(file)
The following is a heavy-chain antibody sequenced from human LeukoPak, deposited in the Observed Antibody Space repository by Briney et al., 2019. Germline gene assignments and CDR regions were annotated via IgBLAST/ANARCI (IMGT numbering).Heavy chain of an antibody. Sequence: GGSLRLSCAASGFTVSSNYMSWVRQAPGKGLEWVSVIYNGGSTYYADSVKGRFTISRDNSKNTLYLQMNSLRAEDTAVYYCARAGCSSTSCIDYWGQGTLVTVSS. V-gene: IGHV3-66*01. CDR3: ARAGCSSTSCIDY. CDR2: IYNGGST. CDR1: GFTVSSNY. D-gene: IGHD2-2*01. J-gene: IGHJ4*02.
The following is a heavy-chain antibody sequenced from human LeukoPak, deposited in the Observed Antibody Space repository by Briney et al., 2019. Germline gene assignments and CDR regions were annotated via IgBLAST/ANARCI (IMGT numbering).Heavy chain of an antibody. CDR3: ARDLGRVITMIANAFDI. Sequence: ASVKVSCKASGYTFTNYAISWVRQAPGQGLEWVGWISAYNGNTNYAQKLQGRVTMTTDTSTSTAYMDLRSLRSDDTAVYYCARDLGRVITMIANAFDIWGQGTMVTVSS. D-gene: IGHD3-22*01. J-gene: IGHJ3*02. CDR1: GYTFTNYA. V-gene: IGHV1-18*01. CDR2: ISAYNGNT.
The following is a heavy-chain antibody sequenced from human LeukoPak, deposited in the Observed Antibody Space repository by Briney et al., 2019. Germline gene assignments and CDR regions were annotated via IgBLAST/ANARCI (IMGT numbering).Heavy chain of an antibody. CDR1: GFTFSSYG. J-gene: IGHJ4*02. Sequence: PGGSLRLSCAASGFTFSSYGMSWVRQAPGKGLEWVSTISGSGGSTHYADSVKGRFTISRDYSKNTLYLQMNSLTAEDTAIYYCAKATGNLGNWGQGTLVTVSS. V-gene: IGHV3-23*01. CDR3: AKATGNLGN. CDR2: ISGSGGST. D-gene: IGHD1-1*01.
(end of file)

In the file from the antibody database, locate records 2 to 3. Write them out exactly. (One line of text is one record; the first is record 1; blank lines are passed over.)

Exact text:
The following is a heavy-chain antibody sequenced from human LeukoPak, deposited in the Observed Antibody Space repository by Briney et al., 2019. Germline gene assignments and CDR regions were annotated via IgBLAST/ANARCI (IMGT numbering).Heavy chain of an antibody. CDR3: ARDLGRVITMIANAFDI. Sequence: ASVKVSCKASGYTFTNYAISWVRQAPGQGLEWVGWISAYNGNTNYAQKLQGRVTMTTDTSTSTAYMDLRSLRSDDTAVYYCARDLGRVITMIANAFDIWGQGTMVTVSS. D-gene: IGHD3-22*01. J-gene: IGHJ3*02. CDR1: GYTFTNYA. V-gene: IGHV1-18*01. CDR2: ISAYNGNT.
The following is a heavy-chain antibody sequenced from human LeukoPak, deposited in the Observed Antibody Space repository by Briney et al., 2019. Germline gene assignments and CDR regions were annotated via IgBLAST/ANARCI (IMGT numbering).Heavy chain of an antibody. CDR1: GFTFSSYG. J-gene: IGHJ4*02. Sequence: PGGSLRLSCAASGFTFSSYGMSWVRQAPGKGLEWVSTISGSGGSTHYADSVKGRFTISRDYSKNTLYLQMNSLTAEDTAIYYCAKATGNLGNWGQGTLVTVSS. V-gene: IGHV3-23*01. CDR3: AKATGNLGN. CDR2: ISGSGGST. D-gene: IGHD1-1*01.